by Cormac McCarthy
The Road Theme of Good vs. Evil
In The Road, there are actual groups of "good guys" and "bad guys," which is somewhat surprising for a work of literary fiction. In the wake of a world catastrophe, though, goodness has all but disappeared. The protagonists sometimes use a private language to describe goodness (e.g. "carrying the fire"), but goodness more or less means not eating other human beings and not brutalizing those weaker than you. That may not seem like much, but the universe of the novel is so bleak and terrible that even small acts of kindness seem heroic.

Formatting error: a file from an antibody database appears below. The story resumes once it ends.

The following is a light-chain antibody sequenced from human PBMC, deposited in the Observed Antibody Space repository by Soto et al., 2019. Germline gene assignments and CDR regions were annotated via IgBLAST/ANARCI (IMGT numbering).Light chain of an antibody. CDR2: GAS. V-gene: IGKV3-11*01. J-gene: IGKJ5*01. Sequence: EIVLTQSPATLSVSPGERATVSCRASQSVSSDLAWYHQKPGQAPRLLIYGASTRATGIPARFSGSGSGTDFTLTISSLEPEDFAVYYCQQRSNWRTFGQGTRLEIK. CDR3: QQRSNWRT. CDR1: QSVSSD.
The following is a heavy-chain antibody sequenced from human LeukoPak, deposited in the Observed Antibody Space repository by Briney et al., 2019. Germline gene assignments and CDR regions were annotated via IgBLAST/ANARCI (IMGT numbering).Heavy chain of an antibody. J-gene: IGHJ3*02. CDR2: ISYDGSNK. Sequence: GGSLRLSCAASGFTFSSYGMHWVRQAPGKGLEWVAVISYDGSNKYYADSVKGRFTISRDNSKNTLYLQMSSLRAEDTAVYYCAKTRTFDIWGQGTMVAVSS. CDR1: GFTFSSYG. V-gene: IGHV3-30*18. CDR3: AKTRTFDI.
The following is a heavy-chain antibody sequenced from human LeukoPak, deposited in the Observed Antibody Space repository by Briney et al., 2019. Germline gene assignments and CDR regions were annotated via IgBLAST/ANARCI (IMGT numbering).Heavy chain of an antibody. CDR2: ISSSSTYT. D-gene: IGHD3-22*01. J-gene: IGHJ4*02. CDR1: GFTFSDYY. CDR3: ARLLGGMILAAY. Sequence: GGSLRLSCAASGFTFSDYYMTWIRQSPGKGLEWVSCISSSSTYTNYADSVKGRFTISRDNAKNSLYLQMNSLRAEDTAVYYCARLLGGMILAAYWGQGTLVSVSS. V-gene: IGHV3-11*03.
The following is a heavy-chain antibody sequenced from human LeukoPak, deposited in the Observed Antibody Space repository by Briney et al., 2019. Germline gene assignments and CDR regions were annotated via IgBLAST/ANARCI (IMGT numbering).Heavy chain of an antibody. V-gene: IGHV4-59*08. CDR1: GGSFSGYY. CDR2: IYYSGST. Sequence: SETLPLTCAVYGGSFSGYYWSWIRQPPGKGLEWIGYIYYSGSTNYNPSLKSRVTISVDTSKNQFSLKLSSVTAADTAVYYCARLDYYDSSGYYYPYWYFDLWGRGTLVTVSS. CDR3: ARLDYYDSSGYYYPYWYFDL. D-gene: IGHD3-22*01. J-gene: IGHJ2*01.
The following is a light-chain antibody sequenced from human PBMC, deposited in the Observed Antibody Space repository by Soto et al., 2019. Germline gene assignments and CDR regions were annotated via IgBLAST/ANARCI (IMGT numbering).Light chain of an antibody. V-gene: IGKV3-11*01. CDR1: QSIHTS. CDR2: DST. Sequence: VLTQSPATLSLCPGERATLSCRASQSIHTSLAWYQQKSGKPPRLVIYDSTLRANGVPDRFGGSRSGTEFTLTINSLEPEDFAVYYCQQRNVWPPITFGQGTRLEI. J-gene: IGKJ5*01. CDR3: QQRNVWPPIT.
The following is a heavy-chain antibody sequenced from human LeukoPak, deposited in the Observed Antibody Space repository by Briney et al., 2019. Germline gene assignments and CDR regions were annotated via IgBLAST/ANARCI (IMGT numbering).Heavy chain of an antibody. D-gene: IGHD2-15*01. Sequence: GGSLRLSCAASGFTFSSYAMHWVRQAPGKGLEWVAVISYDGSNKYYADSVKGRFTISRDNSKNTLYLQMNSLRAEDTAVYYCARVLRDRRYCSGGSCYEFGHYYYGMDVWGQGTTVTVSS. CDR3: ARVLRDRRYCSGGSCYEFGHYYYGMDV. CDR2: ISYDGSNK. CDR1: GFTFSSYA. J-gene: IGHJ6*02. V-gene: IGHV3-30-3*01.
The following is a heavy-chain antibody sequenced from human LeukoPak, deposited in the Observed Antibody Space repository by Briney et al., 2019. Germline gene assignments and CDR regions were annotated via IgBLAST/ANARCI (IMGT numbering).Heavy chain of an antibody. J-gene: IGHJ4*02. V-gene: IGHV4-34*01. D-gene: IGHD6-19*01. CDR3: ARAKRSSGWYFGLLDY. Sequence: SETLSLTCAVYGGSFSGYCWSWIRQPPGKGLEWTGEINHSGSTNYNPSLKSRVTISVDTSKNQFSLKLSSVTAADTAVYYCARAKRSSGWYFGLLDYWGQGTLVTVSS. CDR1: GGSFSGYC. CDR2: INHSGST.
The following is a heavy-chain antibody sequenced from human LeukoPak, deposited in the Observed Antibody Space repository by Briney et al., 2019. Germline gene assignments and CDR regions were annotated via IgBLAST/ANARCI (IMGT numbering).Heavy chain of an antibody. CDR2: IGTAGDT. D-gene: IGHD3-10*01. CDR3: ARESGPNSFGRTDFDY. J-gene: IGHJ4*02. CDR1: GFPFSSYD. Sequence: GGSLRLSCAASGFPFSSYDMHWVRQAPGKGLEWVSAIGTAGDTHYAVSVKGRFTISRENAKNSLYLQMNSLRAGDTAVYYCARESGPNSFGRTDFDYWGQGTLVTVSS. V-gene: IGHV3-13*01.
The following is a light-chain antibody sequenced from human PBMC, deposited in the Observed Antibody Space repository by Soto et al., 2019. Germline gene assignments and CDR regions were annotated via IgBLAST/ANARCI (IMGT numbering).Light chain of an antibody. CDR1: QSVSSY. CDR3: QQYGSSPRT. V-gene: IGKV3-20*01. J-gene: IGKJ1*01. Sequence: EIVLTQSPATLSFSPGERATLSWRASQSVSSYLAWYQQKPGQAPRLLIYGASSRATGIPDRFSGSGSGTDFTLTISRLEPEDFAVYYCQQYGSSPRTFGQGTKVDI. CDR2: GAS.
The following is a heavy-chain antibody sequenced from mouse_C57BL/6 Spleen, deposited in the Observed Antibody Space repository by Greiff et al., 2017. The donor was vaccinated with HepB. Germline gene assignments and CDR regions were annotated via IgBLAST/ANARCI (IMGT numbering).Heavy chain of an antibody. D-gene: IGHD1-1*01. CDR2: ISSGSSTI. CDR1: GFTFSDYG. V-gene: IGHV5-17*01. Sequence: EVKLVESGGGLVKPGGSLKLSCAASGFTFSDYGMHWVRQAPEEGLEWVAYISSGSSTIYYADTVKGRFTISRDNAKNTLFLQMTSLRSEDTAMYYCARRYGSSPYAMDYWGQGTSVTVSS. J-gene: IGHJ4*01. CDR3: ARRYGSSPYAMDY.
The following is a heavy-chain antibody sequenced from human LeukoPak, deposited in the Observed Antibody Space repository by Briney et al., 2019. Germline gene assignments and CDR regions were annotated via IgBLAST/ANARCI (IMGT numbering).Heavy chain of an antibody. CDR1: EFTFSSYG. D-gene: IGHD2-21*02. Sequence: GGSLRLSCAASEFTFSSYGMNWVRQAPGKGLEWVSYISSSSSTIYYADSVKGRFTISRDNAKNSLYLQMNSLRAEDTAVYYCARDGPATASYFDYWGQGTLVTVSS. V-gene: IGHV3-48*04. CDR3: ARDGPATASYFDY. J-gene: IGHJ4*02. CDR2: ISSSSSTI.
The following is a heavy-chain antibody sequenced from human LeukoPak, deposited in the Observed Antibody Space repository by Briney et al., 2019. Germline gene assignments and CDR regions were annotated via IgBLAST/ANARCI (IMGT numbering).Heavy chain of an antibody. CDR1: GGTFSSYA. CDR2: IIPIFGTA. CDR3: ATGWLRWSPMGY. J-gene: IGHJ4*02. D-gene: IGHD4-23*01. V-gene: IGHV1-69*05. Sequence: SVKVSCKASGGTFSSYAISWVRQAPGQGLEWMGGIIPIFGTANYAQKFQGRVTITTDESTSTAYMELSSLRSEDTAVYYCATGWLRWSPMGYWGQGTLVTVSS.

Questions About Good vs. Evil
- Do you think The Boy is truly good, or is it more accurate to call him naive?
- The Man doesn't seem to believe in God, and society's laws vanished in the disaster. So what does The Man refer to for moral guidance? Do you think The Man has a defined moral code? If so, how did he construct it?
- Where does evil come from in the novel? Is it created by circumstances, or is it something hidden inside human beings?
- The mother commits suicide before she really has to engage with evil. Do you think McCarthy considers her one of the "good guys" or does she fit into neither category?